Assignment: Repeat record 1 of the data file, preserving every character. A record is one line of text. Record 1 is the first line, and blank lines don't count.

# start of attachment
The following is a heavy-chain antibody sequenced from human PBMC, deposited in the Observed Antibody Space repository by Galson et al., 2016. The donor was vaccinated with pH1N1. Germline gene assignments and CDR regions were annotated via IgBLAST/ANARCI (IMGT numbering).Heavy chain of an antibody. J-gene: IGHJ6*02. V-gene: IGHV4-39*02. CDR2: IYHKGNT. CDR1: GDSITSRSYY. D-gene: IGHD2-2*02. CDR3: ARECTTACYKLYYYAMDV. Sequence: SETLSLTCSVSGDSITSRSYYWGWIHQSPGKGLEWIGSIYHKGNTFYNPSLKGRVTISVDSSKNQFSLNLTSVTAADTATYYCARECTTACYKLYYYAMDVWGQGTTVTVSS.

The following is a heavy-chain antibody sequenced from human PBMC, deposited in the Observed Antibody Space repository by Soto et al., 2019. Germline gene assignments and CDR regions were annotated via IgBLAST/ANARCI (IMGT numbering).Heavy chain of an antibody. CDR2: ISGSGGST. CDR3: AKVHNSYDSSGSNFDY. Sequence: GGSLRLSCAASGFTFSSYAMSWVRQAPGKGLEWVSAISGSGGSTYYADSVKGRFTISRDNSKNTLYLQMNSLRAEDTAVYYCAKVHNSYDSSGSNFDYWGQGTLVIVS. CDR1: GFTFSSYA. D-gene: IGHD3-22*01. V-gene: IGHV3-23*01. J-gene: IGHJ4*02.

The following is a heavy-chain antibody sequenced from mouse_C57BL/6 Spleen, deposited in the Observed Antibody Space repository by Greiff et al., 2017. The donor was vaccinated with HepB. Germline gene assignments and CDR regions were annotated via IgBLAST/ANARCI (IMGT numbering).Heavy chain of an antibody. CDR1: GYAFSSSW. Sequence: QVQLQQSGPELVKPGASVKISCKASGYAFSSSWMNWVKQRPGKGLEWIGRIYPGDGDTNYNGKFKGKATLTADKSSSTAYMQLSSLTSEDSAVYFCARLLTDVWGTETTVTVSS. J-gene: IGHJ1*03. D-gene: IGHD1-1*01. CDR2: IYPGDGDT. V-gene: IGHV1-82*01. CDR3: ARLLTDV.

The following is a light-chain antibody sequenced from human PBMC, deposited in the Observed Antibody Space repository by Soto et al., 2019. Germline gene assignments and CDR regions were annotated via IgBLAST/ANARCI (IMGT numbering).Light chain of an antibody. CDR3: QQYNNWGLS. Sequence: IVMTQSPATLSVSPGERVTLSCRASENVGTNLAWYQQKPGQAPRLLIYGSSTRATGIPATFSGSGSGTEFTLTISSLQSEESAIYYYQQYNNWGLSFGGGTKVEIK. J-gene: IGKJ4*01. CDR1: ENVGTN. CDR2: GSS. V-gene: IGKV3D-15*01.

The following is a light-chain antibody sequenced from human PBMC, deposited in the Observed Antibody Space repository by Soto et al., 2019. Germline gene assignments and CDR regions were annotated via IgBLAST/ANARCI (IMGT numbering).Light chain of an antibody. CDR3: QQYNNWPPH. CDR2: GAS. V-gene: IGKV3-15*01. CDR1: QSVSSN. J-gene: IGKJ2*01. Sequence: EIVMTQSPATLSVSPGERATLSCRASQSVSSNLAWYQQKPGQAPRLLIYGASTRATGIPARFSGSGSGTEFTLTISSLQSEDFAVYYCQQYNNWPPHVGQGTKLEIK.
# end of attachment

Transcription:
The following is a heavy-chain antibody sequenced from human PBMC, deposited in the Observed Antibody Space repository by Galson et al., 2016. The donor was vaccinated with pH1N1. Germline gene assignments and CDR regions were annotated via IgBLAST/ANARCI (IMGT numbering).Heavy chain of an antibody. J-gene: IGHJ6*02. V-gene: IGHV4-39*02. CDR2: IYHKGNT. CDR1: GDSITSRSYY. D-gene: IGHD2-2*02. CDR3: ARECTTACYKLYYYAMDV. Sequence: SETLSLTCSVSGDSITSRSYYWGWIHQSPGKGLEWIGSIYHKGNTFYNPSLKGRVTISVDSSKNQFSLNLTSVTAADTATYYCARECTTACYKLYYYAMDVWGQGTTVTVSS.